Indigo HC1010 and HC1011 B.A.S.H. Modules
Eric Shultz was able to remove the potting material from a number of HC1010 and HC1011 modules. The resultant schematic below shows that the control of the amplifier rail voltage is not nearly as complex as was imagined. A UC3842A fixed-frequency, current-mode controller IC drives the FETs in the Digital Converter in response to the demands fed to it by the Amplifier Board's AMP-LEVEL signal.
Schematic diagram of Indigo BASH HC1010 / HC1011 Module
The UC3842A operates as a current-mode controller, whereby output switch conduction is initiated by the oscillator and terminated when the peak inductor current reaches the threshold level established by the error amplifier. Thus the error signal controls the peak inductor current on a cycle-by-cycle basis. The current-sense-comparator/PWM-latch configuration used ensures that only a single pulse appears at the output during any given oscillator cycle.
The oscillator frequency is programmed by the values selected for the timing components RT and CT. Capacitor CT is charged from the 5.0 V reference through resistor RT to approximately 2.8 V and discharged to 1.2 V by an internal current sink. During the discharge of CT, the oscillator generates an internal blanking pulse that causes the output to be in a low state, thus producing a controlled amount of output deadtime.
The error amplifier non-inverting input is internally biased at 2.5 V. The FET gate-drive output voltage is divided down as described later and
monitored by the inverting input. An external loop compensation output connects from the error amplifier output to the inverting input. Output of the error amplifier goes to the current-sense comparator.
Current-Sense Comparator and PWM Latch
The inductor current of the buck converter is converted to a voltage by the ground referenced FET source resistor. This voltage is monitored by the I-Sense input and
compared to the error amplifier output level. The peak inductor current is controlled by the voltage at the VFB input to the error amplifier.
Control of the UC3842A
Here is how the UC3842A works. A R/C oscillator sets a period, and a latch turns on at the beginning of the period. The latch turns off when the voltage accross the driven FET source resistor reaches a threshold voltage. The threshold is established by a voltage, VFB, at the input to an error amplifier. VFB is derived by comparing the AMP-LEVEL signal (desired voltage) from the Amplifier Board to the floating rail voltages (actual voltage) applied to the Amplifier Board.
As the rail voltage increases, the voltage at this input increases and the current through the 5401 transistor increases. This raises the voltage at the VFB terminal of the UC3842A and lowers the current-sense threshold thus decreasing the FET gate-drive pulse width. When the drive pulse goes low, a 20.5K resistor on the transistor emitter is pulled low through a 4148 diode. This decreases the current through the 5401 transistor and provides hysterisis for the FET switching.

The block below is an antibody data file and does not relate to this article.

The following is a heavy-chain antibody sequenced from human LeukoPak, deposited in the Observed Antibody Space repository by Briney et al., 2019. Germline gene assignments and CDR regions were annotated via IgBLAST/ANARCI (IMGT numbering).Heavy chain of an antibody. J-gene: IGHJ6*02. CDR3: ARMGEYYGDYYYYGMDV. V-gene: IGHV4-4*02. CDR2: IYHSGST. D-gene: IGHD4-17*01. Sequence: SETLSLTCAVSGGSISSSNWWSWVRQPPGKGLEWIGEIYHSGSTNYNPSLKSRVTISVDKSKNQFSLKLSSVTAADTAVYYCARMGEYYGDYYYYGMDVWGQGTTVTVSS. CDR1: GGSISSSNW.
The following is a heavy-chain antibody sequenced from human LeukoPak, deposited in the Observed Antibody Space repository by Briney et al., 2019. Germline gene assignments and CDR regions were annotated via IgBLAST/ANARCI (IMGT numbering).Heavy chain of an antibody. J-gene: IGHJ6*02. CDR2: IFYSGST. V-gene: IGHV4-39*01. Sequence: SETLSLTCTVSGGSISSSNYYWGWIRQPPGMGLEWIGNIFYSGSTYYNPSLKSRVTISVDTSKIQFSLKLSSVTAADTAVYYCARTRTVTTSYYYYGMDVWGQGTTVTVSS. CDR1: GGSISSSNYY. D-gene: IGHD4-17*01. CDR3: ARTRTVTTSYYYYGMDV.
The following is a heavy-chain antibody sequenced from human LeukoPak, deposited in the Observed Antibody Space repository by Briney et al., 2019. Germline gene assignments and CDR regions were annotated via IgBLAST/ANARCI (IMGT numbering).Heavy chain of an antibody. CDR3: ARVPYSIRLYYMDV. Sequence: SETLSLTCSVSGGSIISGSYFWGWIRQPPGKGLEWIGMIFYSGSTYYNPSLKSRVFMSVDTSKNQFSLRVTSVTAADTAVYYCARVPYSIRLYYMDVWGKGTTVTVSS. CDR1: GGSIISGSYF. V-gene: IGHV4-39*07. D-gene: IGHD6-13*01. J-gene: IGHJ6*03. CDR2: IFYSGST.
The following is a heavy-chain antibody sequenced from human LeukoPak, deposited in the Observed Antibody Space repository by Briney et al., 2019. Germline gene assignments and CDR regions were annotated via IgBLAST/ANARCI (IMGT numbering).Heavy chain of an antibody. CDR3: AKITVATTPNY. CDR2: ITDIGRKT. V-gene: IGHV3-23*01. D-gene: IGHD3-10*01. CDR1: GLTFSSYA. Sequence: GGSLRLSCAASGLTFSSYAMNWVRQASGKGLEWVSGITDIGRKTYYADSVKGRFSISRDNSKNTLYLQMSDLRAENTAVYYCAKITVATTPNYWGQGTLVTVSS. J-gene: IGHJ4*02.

If there is an over-current event in one of the Amplifier Boards, the board produces a positive logic output. A positive logic voltage from any Amplifier Board raises the VFB voltage to the UC3842A and cuts the drive to the FET gates to reduce the current to the Amplifier Board. When the over-current event is corrected, the rail voltage is restored to normal without the need for resetting.
A connection to the center of the voltage divider providing the control voltage to the UC3842A error amplifier is brought out on this pin. An external resistor to ground connected to this pin becomes part of the lower leg of the voltage divider string and can adjust the center point and control range of the Digital Converter.
This is the lower leg of the voltage divider providing the control voltage to the UC3842A error amplifier. It comes from a peak audio level detector on each channel's Amplifier Board. The board having the highest audio level sets the level for all the Amplifiers rail voltage. The AMP-LEVEL voltage is compared to the -15V reference voltage by a 5401 transistor and adjusts the drive to a 4401 transistor. The 4401 transistor is the bottom leg of the divider string and sets the desired VFB voltage to the UC3842A
The voltage across the Digital Converter FET source resistor is sensed to reset the latch when the FET current reaches its peak value.
This is the voltage that turns on the Digital Converter FETs in response to all of the above.
Some early V4.1 units may have used an HC1010 module instead of the HC1011, or perhaps some of the late V2-400 used the HC1011. The change over date is not known.
HC1010 Date Code 9917
17th week of 1999
HC1010 Date Code 9927
27th week of 1999
HC1011 Date Code 0117
17th week of 2001
HC1011 Date Code 0247
47th week of 2002
Copyright Dale Thompson.
September 10, 2008 through
last revision on June 17, 2009